Sunday, February 6, 2011
I may have named Tournée as the best French movie of the year, but Clair Denis, as always, is a force to be reckoned with when it comes to transcendent realism. Her new movie, White Material, is the story of a French coffee plantation owner who gets in way over her head as violence erupts in her unnamed African country of residence, and it's an impressive film--beautiful, frightening, and often perplexing.
This isn't the first time that Denis has entered the hazardous territory of race and cultural identity. From her first movie, Chocolat (1988), about a French woman looking back at her childhood in Africa, to last year's 35 Shots of Rum, which showed an immigrant family in France, Denis has always been interested in racial tension. After all, she herself was that white girl growing up in post colonial Cameroun, Burkina Faso, Senegal, and Somalia. But here, that racial tension gets a whole lot more confrontational than I've seen from her before. France's racial divide was more of a subtext in 35 Shots of Rum, and concerns over skin color were superseded by the touching family drama. Skin color cannot be avoided in White Material; as one soldier the plantation owner, Maria (Isabelle Huppert), "your white skin and blue eyes are troublesome." He goes on to equate them with evil.
White skin is certainly not evil in Denis' eyes, but white people can be a little oblivious. The details of the political turmoil in the movie are fuzzy, but rebel soldiers led by a mysterious man called "the boxer" are moving in, some sort of civil war is starting. Everyone's leaving--even the workers on Maria's plantation know it's too dangerous to stay around and get caught in the crossfire--but Maria stubbornly refuses to give in to fear, and convinces herself that all she needs to do is harvest the next crop. She bribes the rebels blocking her road, goes to town, and hires new workers so she can keep hold of her coffee, her plantation, and the illusion that she's built for herself. There's nothing particularly wrong about any of her actions, but her judgement is off. For one, her desire to stay comes from a desire to show that she's stronger than every one else--she's a bit like a city dweller who wants to be seen as capable of "roughing it" in the wilderness. And though she may think that she's in her country, that she's one of them, she's unable to realize how much of an outsider she really is. Even so, Maria is no fool. She's tough and uncompromising, and it's not hard to see why she would feel even more out of place in France, where she'd be forced into idleness. Huppert magnificently brings out the contradictions in Maria's attitude; she embodies strength and resilience one moment, which become more like foolish pride in the next. Eventually we see that she too is scared.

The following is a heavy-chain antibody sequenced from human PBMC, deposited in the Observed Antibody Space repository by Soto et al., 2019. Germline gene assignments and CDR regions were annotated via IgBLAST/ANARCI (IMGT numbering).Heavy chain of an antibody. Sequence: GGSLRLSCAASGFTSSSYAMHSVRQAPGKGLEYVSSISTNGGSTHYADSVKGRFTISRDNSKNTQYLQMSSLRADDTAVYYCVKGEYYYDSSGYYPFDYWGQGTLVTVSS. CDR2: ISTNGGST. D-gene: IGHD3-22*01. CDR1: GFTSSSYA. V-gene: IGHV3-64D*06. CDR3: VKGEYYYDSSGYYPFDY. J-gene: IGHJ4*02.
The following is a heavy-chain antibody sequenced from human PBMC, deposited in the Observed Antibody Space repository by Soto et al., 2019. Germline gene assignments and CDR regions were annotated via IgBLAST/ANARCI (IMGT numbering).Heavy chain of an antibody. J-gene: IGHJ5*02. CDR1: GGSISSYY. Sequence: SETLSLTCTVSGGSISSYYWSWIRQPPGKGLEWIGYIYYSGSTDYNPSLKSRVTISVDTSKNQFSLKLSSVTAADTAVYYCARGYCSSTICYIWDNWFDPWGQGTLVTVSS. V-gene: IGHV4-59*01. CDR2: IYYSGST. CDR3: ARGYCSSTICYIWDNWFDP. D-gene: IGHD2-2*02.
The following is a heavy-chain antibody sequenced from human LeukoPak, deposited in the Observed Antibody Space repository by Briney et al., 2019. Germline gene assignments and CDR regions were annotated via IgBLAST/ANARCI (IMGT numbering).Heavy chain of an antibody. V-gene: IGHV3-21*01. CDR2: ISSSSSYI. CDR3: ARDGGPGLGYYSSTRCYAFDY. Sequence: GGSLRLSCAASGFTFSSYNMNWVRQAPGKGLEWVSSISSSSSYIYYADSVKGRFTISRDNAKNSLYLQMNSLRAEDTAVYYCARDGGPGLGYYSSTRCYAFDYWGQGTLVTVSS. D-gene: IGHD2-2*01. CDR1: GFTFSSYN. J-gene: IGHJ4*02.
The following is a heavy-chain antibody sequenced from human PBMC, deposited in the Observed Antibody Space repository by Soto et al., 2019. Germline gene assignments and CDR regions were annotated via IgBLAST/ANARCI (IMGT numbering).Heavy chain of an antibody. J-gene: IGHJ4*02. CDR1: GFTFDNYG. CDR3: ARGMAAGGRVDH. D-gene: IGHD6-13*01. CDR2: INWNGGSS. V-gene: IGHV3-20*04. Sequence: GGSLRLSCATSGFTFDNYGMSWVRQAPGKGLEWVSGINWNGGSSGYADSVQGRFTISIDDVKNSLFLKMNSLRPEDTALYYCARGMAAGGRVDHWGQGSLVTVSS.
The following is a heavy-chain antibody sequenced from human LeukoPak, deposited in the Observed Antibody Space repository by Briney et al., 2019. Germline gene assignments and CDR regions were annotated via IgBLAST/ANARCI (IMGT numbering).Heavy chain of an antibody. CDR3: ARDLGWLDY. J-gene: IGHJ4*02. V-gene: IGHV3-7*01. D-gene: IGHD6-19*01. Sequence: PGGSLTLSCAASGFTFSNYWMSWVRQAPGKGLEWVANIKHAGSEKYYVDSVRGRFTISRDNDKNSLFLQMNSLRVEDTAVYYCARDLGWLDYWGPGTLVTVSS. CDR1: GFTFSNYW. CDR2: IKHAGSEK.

Less sympathetic are the African characters. The most substantial role is given to Isaach de Bankolé, a Denis regular, and he manages to do as much as he can with little. But most of the Africans are engaged in bloodshed amongst themselves. Child rebels seem dangerous at first, but they manage to cause little more than mischief before government soldiers casually slit their throats while they're sleeping. Some critics have pegged White Material as an indictment of colonialism, but it's clear that Denis has a much greater affinity for the coloniser. One could just as well say that White Material condemns the violence that is so much a part of the continent.
Chances are, however, that Denis has no interest in condemnation. Her films trade in ambiguity and difficult questions, and White Material is obtuse almost to a fault. We rarely have any idea of who's right and who's wrong, what's right and what's wrong, or of why any fight is going on at all. Even the chronology is messed up. One white character goes off the wall, shaves his head, and starts waving a gun around, and even if this sort of "Heart of Darkness" story always struck me as a little bit racist (as if there's something in the place itself that brings out evil), in this context it's more of a way to ensure that the violence is pouring forth from all sides, that the blame gets passed around.
White Material avoids picking sides by never getting caught up in the frenzy of any of the on screen action. Everything--even the murder of the child soldiers--is presented with calmness and lyricism. There's a surreal thickness to the film that comes, in part, from Denis's focus on the landscape, on the coffee trees, the dust, the green forests, and the heat (the excellent score by Tindersticks helps as well). The natural beauty of Cameroun (where White Material was filmed) doesn't feel oppressive; for Maria--far from being a heart of darkness--it's a source of life, it's why she won't give up. And Denis, even when she's showing the soldiers at their most savage, never fails to bring out the beauty in the landscape and the people that inhabit it. Even at her most vulnerable, Maria's face is graced with nobility, as are the faces of the workers, the townspeople, and even the soldiers. White Material may not have the compassion of 35 Shots of Rum, but it is, in it's own way, a labor of love.